These reflections help us look into the Bible to discover what God is saying to us today. We find Bible passages to read and questions to ponder. The themes are in the process of being listed in an index with each theme ultimately divided into seven sections. We hope to be completed soon.
“… the spirit of man which is in him .” (v.11) RSV
Human beings are not spirits, they are souls, but they do have a spirit. In our reading Paul refers to “the spirit which is in him” (v.11). When Jesus was dying on the cross he “cried with a loud voice and said, ‘Father, into thy hands I commit my spirit!’”, or as the old version said: “He gave up the ghost”.
This spiritual aspect responds to beauty and love. All humans have a spiritual side to them, though some may ignore it and overlay it with material pleasures and concerns; they may also overrule it by depending on reason and science.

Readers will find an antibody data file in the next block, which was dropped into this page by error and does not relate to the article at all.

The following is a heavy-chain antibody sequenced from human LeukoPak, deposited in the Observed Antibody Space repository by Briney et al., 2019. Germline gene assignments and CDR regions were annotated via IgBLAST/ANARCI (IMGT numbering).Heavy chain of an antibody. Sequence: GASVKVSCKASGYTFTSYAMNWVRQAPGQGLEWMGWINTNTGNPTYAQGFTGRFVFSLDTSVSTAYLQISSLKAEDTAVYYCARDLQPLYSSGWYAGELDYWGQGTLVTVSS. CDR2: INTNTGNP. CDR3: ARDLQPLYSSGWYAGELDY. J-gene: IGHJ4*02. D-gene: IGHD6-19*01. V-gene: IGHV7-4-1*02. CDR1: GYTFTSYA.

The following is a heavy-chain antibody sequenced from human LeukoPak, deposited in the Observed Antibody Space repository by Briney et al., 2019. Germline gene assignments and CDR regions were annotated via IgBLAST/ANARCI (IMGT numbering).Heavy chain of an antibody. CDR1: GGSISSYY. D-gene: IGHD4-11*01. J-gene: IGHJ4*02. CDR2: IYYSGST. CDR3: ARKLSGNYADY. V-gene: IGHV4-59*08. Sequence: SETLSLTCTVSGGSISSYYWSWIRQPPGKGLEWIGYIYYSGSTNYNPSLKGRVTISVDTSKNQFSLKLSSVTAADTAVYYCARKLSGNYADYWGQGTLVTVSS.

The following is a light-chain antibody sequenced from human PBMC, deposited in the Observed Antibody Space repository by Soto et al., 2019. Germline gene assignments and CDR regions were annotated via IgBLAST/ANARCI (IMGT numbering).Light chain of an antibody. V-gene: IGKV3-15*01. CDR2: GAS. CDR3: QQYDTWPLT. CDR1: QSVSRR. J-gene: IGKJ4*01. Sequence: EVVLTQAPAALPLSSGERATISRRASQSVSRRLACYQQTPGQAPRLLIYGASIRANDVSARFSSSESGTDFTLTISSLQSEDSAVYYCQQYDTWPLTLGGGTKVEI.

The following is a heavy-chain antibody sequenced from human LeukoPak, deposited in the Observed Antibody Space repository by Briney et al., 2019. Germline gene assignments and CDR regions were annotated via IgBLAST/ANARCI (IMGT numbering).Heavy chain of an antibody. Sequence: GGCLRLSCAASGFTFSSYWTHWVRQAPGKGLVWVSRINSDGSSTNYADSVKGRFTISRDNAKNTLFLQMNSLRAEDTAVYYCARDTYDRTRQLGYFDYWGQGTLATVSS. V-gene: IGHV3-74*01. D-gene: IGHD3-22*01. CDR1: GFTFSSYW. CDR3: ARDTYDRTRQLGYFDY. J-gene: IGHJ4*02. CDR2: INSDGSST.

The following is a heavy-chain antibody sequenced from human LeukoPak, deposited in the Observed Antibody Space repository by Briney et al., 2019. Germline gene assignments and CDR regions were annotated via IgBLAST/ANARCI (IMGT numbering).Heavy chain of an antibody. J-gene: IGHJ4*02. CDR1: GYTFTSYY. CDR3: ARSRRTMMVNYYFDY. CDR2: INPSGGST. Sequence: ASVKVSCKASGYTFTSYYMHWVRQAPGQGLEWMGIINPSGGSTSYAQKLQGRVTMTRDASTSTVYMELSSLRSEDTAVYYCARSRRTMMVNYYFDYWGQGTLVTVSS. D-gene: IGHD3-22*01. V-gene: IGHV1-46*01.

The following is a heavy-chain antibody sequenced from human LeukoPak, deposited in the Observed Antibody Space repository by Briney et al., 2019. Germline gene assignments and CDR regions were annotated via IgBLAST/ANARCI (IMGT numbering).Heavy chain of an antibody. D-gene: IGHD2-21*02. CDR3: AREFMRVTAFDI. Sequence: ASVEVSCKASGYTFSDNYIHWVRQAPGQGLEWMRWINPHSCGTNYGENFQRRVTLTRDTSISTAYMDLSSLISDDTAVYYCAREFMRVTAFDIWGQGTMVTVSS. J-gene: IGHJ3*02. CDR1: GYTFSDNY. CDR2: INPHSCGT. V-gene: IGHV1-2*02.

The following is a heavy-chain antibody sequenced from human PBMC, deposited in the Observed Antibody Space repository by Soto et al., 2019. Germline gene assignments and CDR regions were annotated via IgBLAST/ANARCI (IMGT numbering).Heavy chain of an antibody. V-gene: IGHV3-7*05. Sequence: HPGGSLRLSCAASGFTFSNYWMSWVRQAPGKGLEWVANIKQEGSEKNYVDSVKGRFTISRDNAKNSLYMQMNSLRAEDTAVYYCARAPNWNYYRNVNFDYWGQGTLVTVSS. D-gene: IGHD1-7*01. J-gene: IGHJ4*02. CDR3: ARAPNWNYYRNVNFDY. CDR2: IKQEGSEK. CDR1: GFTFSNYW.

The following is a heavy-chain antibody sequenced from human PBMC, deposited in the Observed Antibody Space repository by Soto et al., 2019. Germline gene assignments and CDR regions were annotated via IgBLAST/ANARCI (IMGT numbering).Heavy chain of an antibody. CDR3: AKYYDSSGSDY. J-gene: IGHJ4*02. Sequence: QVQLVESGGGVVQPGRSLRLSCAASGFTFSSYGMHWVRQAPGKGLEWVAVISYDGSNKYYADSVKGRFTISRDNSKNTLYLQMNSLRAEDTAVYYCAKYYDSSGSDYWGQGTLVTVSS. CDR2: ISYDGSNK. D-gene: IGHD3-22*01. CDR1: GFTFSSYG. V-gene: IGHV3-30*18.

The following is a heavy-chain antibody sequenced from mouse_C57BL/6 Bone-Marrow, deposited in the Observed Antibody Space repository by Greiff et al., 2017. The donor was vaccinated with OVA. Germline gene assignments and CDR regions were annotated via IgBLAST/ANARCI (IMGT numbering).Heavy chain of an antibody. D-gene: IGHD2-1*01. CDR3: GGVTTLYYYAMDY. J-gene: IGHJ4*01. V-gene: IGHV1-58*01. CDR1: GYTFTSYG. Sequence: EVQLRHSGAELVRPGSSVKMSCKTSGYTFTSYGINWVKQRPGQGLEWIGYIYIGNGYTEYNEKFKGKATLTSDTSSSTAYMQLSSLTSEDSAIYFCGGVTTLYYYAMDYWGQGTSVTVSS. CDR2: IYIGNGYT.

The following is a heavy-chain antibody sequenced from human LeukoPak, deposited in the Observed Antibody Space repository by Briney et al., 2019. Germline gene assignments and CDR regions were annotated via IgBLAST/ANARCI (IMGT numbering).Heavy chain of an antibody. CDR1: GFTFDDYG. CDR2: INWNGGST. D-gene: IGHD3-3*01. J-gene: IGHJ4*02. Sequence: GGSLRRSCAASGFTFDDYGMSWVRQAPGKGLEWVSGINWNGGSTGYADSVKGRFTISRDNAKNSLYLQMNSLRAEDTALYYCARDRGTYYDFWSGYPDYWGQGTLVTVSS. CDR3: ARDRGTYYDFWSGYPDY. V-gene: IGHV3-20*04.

We ignore our spiritual side to our peril. We should feed our spirits by taking time to be quiet and enjoy beautiful things, especially nature. However these things alone will not connect us to God. Or if they do so, it will be very abstract and impersonal. The Christian faith describes us as being spiritually dead (Ephesians 4:18). This is made clear in our reading when Paul writes, “The unspiritual man does not receive the things of the Spirit of God, for they are folly to him …” (v.14).